Monday, June 23, 2003

The Public Defense of the Present Dr. Klastrup
"We have wireless in this building, so you can blog the defense live," Lisbeth confided as we were putting up posters and moving tables preparing for the big event. "I didn't bring the lap-top," I confessed, regretfully. "Good!" she exclaimed.

Lisbeth was the first person I encountered at the it-university after a seven-hour trip from Volda, Norway to Copenhagen, Denmark. An elegant lady in moss green, the colour enhancing her gorgeous red hair, she was busily doing all the manual preparations. Much as I fear the formal Norwegian defense, the easy-going Danish approach tended a little far in the opposite direction. Lisbeth was putting up posters and setting things to order. Where was the herd of supporting staff at moments like this? What was The Candidate doing here, and not meditating on the opening remarks in her own office? Where were the drapes and flowers, designed to enhance the lecture into something extraordinary, something not happening every day? And most important, why had nobody set the stage, the chairs for the comittee, the tables for the speakers - really, they hadn't even cleaned the blackboard! Grey with layers of chalk, it was the most mundane of reminders. This was just an other examination in just an other classroom...

Then Lisbeth started to talk about her thesis, and there was nothing mundane about the occasion at all. This was intensely experienced and passionately explored material, presented to us in Lisbeth's pleasant, warm voice with its soft danish accent. She took us for a ride on the magic carpet of her childhood and out into her virtual worlds, into cyberspace; which she describes as an extension of our need for fictional creativity.

The board of assessors were waiting and watching, taking notes and nodding. Cynthia Haynes, a woman of most striking appearance and the added favour point she gets with me for marrying a boy from the next fjord, was first in questioning Lisbeth after a short break. Cynthia spread her questions to three areas: rhetorical, methodological and theoretical. Jon Dovey was next, still a fairly unknown quantity to me at the time. Later, through a very informal dinner at Espen's new home, I found that Dovey is a lecturer at UWE, part of the Cultural Studies program. To my surprise, he addressed the same topics as Cynthia. I am used to the questioning being more rigidly delegated among the members of the comittee, with one main opponent doing theory while the other does methodology and the third steps in with what ever they didn't manage to put in either of those categories. Another of those cultural things, I guess.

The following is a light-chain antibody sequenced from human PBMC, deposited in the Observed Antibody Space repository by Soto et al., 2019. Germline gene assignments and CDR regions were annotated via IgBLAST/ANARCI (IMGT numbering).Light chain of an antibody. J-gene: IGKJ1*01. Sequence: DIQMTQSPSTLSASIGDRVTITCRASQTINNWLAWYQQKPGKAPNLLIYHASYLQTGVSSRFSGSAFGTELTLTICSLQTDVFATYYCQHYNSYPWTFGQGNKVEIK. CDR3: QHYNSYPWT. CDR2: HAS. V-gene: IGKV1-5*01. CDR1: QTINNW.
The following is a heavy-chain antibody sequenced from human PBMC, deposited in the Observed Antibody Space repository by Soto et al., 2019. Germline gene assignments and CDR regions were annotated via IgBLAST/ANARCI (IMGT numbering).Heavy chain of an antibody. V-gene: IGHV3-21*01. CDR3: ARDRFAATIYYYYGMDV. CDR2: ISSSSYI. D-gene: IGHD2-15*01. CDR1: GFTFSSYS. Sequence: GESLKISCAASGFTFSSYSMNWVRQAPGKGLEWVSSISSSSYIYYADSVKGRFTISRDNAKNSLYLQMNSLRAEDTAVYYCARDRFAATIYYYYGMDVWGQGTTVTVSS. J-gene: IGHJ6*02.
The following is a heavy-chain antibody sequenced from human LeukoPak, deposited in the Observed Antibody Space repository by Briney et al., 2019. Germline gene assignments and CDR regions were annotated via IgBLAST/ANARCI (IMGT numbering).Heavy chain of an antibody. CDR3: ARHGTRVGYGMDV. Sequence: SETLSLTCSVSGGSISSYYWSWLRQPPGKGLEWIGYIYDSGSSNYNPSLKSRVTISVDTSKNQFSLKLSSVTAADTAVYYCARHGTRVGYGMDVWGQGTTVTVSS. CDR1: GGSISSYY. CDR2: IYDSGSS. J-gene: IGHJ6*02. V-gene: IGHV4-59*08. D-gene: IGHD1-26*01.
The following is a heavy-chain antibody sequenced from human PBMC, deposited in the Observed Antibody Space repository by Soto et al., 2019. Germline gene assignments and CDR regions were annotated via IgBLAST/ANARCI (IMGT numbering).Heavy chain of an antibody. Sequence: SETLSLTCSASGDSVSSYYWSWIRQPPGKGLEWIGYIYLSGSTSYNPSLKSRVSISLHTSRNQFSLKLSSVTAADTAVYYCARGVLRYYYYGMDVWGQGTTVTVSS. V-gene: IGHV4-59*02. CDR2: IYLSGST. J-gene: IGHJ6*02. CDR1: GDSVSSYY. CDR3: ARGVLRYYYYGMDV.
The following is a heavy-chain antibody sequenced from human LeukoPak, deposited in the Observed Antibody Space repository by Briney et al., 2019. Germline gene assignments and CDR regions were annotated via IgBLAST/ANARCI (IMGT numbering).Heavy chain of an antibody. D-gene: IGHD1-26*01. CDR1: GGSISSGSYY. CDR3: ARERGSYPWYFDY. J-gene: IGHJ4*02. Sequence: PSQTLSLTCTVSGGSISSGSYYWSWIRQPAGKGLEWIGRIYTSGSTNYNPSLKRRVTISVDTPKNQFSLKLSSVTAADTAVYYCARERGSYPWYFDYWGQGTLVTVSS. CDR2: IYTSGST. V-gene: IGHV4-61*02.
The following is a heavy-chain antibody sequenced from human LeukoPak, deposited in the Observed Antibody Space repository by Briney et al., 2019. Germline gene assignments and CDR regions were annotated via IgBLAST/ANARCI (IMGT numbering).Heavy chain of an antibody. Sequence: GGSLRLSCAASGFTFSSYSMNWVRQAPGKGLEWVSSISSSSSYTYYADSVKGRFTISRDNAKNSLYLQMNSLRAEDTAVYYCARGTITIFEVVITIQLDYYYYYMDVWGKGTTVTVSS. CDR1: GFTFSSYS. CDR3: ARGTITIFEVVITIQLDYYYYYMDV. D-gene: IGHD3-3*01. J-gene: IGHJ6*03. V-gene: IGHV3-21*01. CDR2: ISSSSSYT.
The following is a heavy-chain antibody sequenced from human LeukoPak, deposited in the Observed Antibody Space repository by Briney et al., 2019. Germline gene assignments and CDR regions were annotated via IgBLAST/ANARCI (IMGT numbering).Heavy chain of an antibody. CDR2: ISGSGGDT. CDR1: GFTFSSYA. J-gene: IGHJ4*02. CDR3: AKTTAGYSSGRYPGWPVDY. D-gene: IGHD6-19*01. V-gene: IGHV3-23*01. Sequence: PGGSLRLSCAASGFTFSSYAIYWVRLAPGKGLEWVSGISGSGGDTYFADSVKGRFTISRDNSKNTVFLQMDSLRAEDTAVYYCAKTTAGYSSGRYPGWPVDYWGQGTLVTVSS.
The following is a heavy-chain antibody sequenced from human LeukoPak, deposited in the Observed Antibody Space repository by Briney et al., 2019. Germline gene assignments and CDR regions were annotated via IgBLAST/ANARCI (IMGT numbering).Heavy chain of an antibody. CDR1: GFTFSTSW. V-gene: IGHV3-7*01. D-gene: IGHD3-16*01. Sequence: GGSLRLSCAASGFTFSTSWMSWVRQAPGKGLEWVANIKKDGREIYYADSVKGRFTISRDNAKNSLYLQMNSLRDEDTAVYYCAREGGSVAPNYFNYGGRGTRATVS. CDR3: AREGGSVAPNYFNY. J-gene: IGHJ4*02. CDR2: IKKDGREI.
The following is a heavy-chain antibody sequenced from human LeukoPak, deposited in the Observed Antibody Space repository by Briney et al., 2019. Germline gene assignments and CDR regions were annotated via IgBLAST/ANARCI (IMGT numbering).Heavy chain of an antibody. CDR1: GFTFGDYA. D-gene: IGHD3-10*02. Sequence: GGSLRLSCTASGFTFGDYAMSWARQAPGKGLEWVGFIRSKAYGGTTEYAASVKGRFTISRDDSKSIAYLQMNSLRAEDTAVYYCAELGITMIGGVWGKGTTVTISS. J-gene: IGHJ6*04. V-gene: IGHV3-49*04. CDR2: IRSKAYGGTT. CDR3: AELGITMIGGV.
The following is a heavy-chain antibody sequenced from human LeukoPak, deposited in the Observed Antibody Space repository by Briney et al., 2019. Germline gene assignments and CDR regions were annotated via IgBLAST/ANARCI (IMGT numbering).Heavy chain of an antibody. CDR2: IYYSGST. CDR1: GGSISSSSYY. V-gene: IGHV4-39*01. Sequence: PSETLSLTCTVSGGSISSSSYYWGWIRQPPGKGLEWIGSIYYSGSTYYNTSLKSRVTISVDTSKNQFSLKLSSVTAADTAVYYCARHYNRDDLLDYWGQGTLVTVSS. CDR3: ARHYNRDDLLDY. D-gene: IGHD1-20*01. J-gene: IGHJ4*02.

The third opponent was Klaus Bruhn Jensen, Danish media researcher with a particular affinity for methodologies in media research, and now I started to feel I was in familiar ground. Up until this point I had felt as if with the roles switched I'd have been totally unable to answer any questions or anything. Jensen's questions were more precise than the others, and particularly addressed definitions and methods, something which I had missed a little in the two former opponents. Some of these questions were deceptively simple, little wicked trick-questions invoking the outright sadism a Norwegian defense so often runs over with. Lisbeth dealt with that with the same cool soft demanour as all the others, no breaking out in tears, no fainting and no aggression. I was immensely proud of her - as were all in the hall, grinning widely and listening to that pleasant voice explaining the facts of her research.

To sum up the criticism:
Lisbeth's methodology was interdisciplinary to the point that it became a little imprecise and weak. Her use of concepts such as "case-study" was unorthodox - and we don't really want unorthodox understanding of methodological concepts, do we? The thesis is more descriptive than analytical, and she doesn't really connect her findings with her material, making several chapters seem superflous. I haven't read the thesis, but the way Lisbeth replied to some of the direct questions to methodology implies that these were justified comments.

The good part about the thesis was that all the opponents loved it! It was an important contribution to the understanding of a field which up until this point has had no monographies publicly available, and it was an engaged and engaging one. That sounds right from what I have seen from Lisbeth over the years. Brilliant and well-spoken, well-read and dedicated, how could her thesis be less than good? I was totally envious by the end of the praise for the thesis - after all I submitted a month before her, and although my thesis focuses a lot more on the player and a lot less on the world within which the character plays, we overlap, and there is another large work on multi-user games in existance, not just Lisbeths.... But all these petty thoughts were just the green monster within me reacting to the wonderful responses Lisbeth had to her work, to the way she had carried it out and presented it to the world. Because this was definitely a well-deserved triumph for Lisbeth: the end of her labour towards the doctorate, and a good outcome at that!

Afterwards there was a reception, there were speeches, there was the comittee testifying that she was accepted for the Doctorate, there was wine and cakes and strawberries and the pleasures of academic recognition mixed with an adoring crowd carrying masses of flowers and presents.

It definitely was Lisbeth's day, and it was a good one, worth the trip for several reasons, some of them quite selfish - some of them just warm and fuzzy and all related to the pride and delight I feel in knowing such a very nice and intelligent woman!

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